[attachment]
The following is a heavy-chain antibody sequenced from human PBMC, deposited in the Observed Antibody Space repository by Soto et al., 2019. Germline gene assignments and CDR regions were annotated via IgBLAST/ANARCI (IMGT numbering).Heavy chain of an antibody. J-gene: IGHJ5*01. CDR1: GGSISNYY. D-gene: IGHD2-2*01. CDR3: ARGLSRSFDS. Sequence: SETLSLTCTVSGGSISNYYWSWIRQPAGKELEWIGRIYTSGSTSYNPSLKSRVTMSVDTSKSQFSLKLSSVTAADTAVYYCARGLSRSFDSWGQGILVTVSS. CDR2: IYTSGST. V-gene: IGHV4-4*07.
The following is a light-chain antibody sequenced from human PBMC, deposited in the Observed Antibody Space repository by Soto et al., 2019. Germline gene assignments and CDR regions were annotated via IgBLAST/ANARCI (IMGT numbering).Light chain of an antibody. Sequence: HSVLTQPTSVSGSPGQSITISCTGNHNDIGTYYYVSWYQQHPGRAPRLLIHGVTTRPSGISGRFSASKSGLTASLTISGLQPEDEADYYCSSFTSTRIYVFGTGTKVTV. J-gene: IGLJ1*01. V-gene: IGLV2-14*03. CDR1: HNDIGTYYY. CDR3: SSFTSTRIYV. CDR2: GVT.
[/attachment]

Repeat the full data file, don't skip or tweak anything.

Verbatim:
The following is a heavy-chain antibody sequenced from human PBMC, deposited in the Observed Antibody Space repository by Soto et al., 2019. Germline gene assignments and CDR regions were annotated via IgBLAST/ANARCI (IMGT numbering).Heavy chain of an antibody. J-gene: IGHJ5*01. CDR1: GGSISNYY. D-gene: IGHD2-2*01. CDR3: ARGLSRSFDS. Sequence: SETLSLTCTVSGGSISNYYWSWIRQPAGKELEWIGRIYTSGSTSYNPSLKSRVTMSVDTSKSQFSLKLSSVTAADTAVYYCARGLSRSFDSWGQGILVTVSS. CDR2: IYTSGST. V-gene: IGHV4-4*07.
The following is a light-chain antibody sequenced from human PBMC, deposited in the Observed Antibody Space repository by Soto et al., 2019. Germline gene assignments and CDR regions were annotated via IgBLAST/ANARCI (IMGT numbering).Light chain of an antibody. Sequence: HSVLTQPTSVSGSPGQSITISCTGNHNDIGTYYYVSWYQQHPGRAPRLLIHGVTTRPSGISGRFSASKSGLTASLTISGLQPEDEADYYCSSFTSTRIYVFGTGTKVTV. J-gene: IGLJ1*01. V-gene: IGLV2-14*03. CDR1: HNDIGTYYY. CDR3: SSFTSTRIYV. CDR2: GVT.